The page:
Other chapters focus on the global opportunity for partnerships, building a shared culture, the role of art and design, and more.

Gosset emphasized the goal of the publication during the launch event, saying, “Culture is the keystone of what we are doing and what we should do.”

The Antiquities Coalition previously collaborated with the CEA Global Initiative in 2022 for a global dialogue on National Museum Day. The event explored the vital responsibility of museums in the fight against cultural racketeering, featuring remarks from Lehr and Davis.

Learn more and purchase the book here.

AC’s Tess Davis Explores Cultural Racketeering in Florida During WAWLT Podcast

The American art market comprises 42% of the international art market, making it the largest in the world. Because of its scale, U.S. collectors, policymakers, and the public are uniquely positioned to play a role in combating the illicit trade of art and antiquities.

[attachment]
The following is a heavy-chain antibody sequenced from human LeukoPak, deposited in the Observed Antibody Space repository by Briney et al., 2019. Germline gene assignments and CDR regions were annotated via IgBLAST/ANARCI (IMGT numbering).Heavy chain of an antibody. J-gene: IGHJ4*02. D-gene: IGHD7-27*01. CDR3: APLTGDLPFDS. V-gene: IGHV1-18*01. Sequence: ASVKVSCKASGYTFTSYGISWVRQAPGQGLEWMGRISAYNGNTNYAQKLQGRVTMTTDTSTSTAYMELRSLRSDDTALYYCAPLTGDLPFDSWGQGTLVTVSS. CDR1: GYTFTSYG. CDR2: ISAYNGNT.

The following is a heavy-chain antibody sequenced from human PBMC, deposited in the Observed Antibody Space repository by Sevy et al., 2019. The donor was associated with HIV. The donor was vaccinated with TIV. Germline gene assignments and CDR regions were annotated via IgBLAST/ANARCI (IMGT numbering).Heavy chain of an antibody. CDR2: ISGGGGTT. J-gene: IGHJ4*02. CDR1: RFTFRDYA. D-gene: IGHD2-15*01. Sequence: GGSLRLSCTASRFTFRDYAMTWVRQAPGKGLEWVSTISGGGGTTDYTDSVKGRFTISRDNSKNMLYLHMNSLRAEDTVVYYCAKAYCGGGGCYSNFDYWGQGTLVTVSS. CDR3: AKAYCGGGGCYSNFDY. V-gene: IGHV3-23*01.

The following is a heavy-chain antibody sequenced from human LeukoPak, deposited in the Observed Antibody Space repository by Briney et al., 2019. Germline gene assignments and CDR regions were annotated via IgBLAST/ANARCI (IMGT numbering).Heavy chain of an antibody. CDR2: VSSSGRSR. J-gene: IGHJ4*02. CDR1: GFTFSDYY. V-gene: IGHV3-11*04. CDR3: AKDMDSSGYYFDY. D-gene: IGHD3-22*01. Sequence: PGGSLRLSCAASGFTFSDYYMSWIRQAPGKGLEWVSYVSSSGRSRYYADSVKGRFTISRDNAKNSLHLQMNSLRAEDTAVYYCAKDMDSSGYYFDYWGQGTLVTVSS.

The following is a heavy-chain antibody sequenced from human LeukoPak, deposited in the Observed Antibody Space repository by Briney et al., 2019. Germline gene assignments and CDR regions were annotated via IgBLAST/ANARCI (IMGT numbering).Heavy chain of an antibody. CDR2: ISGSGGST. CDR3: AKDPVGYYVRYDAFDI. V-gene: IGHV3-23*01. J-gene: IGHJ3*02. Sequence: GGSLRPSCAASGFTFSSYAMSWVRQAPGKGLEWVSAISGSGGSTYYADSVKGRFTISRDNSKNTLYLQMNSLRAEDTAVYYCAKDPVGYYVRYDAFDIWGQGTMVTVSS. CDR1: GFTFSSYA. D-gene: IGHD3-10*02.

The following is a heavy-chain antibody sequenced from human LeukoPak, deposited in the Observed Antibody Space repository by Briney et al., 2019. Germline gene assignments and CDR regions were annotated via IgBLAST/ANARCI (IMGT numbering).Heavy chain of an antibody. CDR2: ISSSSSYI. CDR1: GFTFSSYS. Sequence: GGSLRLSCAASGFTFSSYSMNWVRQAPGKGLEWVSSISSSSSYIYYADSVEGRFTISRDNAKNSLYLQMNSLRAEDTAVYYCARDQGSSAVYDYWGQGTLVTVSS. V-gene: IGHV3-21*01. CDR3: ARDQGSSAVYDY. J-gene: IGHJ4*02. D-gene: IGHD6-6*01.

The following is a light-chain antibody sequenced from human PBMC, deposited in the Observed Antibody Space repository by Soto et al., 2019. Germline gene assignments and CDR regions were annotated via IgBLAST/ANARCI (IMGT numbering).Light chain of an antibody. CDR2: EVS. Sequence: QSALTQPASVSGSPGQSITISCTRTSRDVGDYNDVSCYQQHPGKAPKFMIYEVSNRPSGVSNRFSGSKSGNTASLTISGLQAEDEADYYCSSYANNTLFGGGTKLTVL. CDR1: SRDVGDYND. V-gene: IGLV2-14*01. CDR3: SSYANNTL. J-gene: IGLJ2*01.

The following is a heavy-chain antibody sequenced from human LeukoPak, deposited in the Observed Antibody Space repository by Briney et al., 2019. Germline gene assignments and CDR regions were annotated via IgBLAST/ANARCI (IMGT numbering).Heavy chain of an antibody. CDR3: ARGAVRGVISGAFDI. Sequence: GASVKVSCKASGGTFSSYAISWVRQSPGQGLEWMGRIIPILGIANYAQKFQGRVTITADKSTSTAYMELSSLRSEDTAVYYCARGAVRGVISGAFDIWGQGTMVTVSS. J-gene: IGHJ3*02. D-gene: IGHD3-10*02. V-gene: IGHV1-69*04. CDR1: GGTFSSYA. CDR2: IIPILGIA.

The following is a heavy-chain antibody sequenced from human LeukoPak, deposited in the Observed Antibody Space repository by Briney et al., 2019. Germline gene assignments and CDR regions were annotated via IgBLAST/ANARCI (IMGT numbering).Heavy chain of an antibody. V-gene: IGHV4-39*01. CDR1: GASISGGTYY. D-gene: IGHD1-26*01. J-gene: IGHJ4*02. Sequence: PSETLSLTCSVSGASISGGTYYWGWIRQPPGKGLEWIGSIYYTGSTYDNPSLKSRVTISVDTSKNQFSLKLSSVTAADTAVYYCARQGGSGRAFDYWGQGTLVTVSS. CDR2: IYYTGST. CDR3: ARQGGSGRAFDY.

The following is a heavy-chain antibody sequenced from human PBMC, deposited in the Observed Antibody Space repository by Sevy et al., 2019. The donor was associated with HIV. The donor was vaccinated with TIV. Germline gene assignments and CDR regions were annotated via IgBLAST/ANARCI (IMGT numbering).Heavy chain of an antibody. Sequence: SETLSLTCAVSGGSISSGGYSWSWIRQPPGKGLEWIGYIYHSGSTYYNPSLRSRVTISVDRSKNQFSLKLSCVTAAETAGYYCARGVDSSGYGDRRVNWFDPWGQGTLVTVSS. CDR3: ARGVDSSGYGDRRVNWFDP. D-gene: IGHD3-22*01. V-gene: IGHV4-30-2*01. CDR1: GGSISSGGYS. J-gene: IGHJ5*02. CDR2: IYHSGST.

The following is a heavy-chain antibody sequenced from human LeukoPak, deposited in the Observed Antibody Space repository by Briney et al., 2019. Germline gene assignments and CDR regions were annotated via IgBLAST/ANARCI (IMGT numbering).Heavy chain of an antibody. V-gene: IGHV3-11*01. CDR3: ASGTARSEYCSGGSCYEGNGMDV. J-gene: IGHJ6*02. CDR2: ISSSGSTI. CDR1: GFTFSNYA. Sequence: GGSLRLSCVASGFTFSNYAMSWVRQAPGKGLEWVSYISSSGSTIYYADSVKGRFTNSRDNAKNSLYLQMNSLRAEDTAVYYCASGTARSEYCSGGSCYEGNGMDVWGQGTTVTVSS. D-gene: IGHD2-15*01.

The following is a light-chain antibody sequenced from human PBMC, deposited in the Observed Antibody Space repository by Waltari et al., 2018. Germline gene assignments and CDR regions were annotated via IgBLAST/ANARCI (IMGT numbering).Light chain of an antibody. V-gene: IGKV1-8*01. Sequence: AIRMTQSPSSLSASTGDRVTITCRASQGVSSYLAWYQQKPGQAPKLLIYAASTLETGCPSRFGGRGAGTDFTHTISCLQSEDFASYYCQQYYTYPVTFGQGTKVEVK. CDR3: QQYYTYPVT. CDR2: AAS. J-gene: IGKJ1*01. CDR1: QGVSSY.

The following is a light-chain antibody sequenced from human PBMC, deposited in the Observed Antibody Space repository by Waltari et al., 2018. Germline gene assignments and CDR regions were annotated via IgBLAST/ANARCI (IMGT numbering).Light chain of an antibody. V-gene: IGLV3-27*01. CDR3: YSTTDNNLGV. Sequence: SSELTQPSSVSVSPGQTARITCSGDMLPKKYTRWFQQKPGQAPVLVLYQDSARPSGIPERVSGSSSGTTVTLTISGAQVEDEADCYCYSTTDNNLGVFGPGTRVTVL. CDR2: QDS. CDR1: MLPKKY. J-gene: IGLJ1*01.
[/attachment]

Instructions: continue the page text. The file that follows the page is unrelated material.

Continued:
While most individuals assume looted and stolen artifacts are prevalent only in the U.S.’s largest museums, these objects are located across the nation and appear frequently in smaller museums and at premier art shows.

Tess Davis, Executive Director of the Antiquities Coalition, spoke to David Quiñones, one of the hosts of the Why Are We Like This? podcast, to discuss the global issue of cultural racketeering and how the illicit antiquities trade thrives in the podcast’s home state of Florida.

Miami Beach is the U.S. location for the Art Basel show, an art fair hosting some of the top galleries and auction houses in one place. Davis notes that because efforts to mitigate the illicit antiquities trade have largely focused on New York, illegal art markets are emerging in cities like Miami Beach, Houston, and more.

There have also been significant repatriations from Florida residents in recent years, most notably from Netscape founder James H. Clark. Clark’s collection included tens of millions of dollars worth of artifacts smuggled and trafficked from Southeast Asia, including the 1000-year-old statue of Ganesha.